No doubt I should study Swinburne. I know I'm missing a lot by not knowing his works. That's a real failing on my part. That doesn't mean that he's right here. It also doesn't mean that Lowder isn't sort of pulling a fast one by assuming Swinburne really thinks he has a certain method of proving God's "existence." Not know more about how he does it he could just be setting up co-determinate as I spoke of in the part. I'm not opposed to that method at all. Find a reason to think some aspect is a trace of God, such as religious experience, then use that as the indicator that you are dealing with God. That's not "proof" but it's "warrant for belief." The problem is if these philosophers of religion really think Bayes is just a direct root to proving God exists then that actually proves we can't be certain though Bayes. Lowder disagrees. Two schools are squared off, they both use this amazing mathematical miracle that's suppose to guarantee scientific truth for us and yet the results are broken down long ideological lines. Doesn't that really kind of indicate that people just see what they want to see and there's scientific precision there?
....Then he quotes me about the prior:
Where we set the prior, which is crucial to the outcome of the whole thing, is always going to be a matter of ideological assumption.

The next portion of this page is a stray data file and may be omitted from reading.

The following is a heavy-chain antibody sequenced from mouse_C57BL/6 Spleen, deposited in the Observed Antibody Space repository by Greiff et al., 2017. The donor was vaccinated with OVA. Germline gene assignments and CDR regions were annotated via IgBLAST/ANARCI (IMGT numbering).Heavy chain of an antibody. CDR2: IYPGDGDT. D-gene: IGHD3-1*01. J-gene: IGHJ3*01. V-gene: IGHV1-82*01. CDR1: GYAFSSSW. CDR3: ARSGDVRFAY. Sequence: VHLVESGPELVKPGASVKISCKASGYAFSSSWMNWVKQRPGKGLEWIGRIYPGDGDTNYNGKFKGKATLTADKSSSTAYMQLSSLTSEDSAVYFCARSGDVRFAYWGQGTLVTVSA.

then he says:

With all due respect to Metacrock, this statement reveals that he simply doesn’t know what he is talking about. He needs to study the philosophy of science and specifically confirmation theory. According to the epistemic interpretation of probability, the probability of a statement is a measure of the probability that a statement is true, given some stock of knowledge.
 I'm glad he has such respect for me.I'm not sure what it's based upon. what it should be based upon is this: I did 10 years of Ph.D. work and half of that was in history ideas studying the history of scinece. He doesn't understand he history of scinece. He doesn't know what he's talking about because he's playing bait and switch. Look what he's done. He assumes that because he has a phony "confirmation theory" it aims at doing something that's proof that it does. Are we still talking about getting new information God. I don't think so. He's assuming we don't need new information because there's no God there to get info on so we know all about God we need to know. So he's just substituted the way the prior works in Bayes actual thinknig for an quick ideolgoical fix. He totally abandons the new information issue and asserts that because he has theories they must be true. He goes on:

 In other words, epistemic probability measures a person’s degree of belief in a statement, given some body of evidence. The epistemic probability of a statement can vary from person to person and from time to time (based upon what knowledge a given person had at a given time).[4] For example, the epistemic personal probability that a factory worker Joe will get a pay raise might be different for Joe than it is for Joe’s supervisor, due to differences in their knowledge.

 That's pretty useless. Epistemic probability is a measure of the degree of belief. I believe my stuff so I guess it's real probable.  None of this is a guarantee that we are going to get new info about God.